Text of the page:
1.) In Plato’s recant of the trial and eventual suicide of Socrates there are perhaps countless lessons to be learned. I have chosen but two, the ones I think are most easily applied to modern society. It is worth noting (that as far as I know) Socrates never wrote anything down, and because of this it is through Plato that all our knowledge of Socrates comes. Moreover, the fact that Plato could remember the entirety of the trial and aftermath long enough to write it all down (on what though), assuming he did not just make the whole thing up. The first lesson, a political one, concerns a mans commitment to his state, or country. Upon being unjustly convicted, Socrates is urged by his friends and followers to flee Athens, thus saving his life. Socrates, being such a righteous man, refused to leave his country, denying the begging of his family and fellow statesmen. He knew that for a society to run effectively and efficiently its citizens must obey the laws no matter the cost. For this reason he did not run but suffered his fate eventually swallowing the poison hemlock. Socrates shows an awareness of the ‘treaty of man’ idea thousands of years before John Locke. It is interesting to think about Socrates decision in relation to civil disobedience. Socrates knew his ruling was unjust but he obeyed the courts anyway. Had he more fight in him rather than peace he may have disobeyed not unlike that of M.L.K. or Mandela. 2.) The second lesson comes just before Socrates commits suicide when he is discussing the possibility of the Athenian Gods. This is a major theme of The Apology because one of the charges brought against Socrates was questioning the Gods and hence corrupting the youth. Socrates says he has no fear of death because there can be only two possible outcomes. He says, either the Gods do not exist and I will therefore soon cease to exist which will not be painful in the least, or the Gods are real and all of my family and teachers reside in heaven. If it is the latter case he says, then I am excited to reach Heaven and question those who have come before me.

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A Life Worth Living

I have been experiencing a feeling of uneasiness thinking about the present and future. I am seriously worried that I will arrive at an old age and not know where my entire life went. I am worried that I will find myself at age 40 or 50 or 60 and not remember the vast majority of what I did, what I felt, what I loved and what I hated. I can hardly remember what I did two nights ago, let alone all my experiences over the last 20 years. I can remember and look back on what seems like a fraction of one percent of my actual life experiences and it is slightly troubling. If I cant remember almost everything ive ever done then how important is what I do today or tomorrow or next week, or last week? It is as if nothing matters, because who cares if your actions and experiences are not even remembered. This view of life calls for a certain type of boldness, bravery. A feeling of courageous spontaneity comes to mind. Of course, I don’t suggest living with reckless abandon or doing anything that would seriously jeopardize the future. Moreover, how do we live in the moment more often? Being aware of our surroundings, who we’re with or what we’re doing? An interesting point here is that one of the biggest factors of how happy I am is my own awareness of how happy I think I should be in the current situation. For example, going to a party and having a great night with friends might make me feel happy about that night. But is it the actual partying and laughing which makes me happy or is it the fact that just doing those things makes me think I should be happy? Constantly being aware of how little time we have on Earth and constantly striving to live the best life are two great ways to stress yourself out.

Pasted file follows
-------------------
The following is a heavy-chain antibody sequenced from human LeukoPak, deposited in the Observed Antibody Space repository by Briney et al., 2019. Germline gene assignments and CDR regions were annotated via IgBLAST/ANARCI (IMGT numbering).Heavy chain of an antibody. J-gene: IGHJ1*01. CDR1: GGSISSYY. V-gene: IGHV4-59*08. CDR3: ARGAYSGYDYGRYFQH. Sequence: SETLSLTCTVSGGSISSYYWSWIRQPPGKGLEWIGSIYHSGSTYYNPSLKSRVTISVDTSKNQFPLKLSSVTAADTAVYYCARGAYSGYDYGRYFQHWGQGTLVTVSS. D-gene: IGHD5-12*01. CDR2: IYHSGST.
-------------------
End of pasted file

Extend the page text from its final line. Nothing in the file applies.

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“Decent of you to allow that I may be a real person after all”

Originally posted on Paperhouse:

Catherine Storr’s novel Marianne Dreams is a story about a girl whose drawings have the ability to direct her dreams – and whose dreams in turn have the ability to direct real life, though they do so in obscure and unpredictable ways. She has the problem of all responsible artists: her work doesn’t only represent the world, it alters it too, and though her acts of creation are powerful, she cannot control that power absolutely. (When I was casting around for my blog title, I came up with the name Paperhouse, after the film adaptation of Marianne Dreams, partly because at the time I thought I’d be writing mostly about journalism, partly because that strange relationship between representations and the things represented has always seemed to me the most important thing in the world to write about.)

Sometimes, explains Marianne, as she tries to comprehend the rules of the pencil-drawn…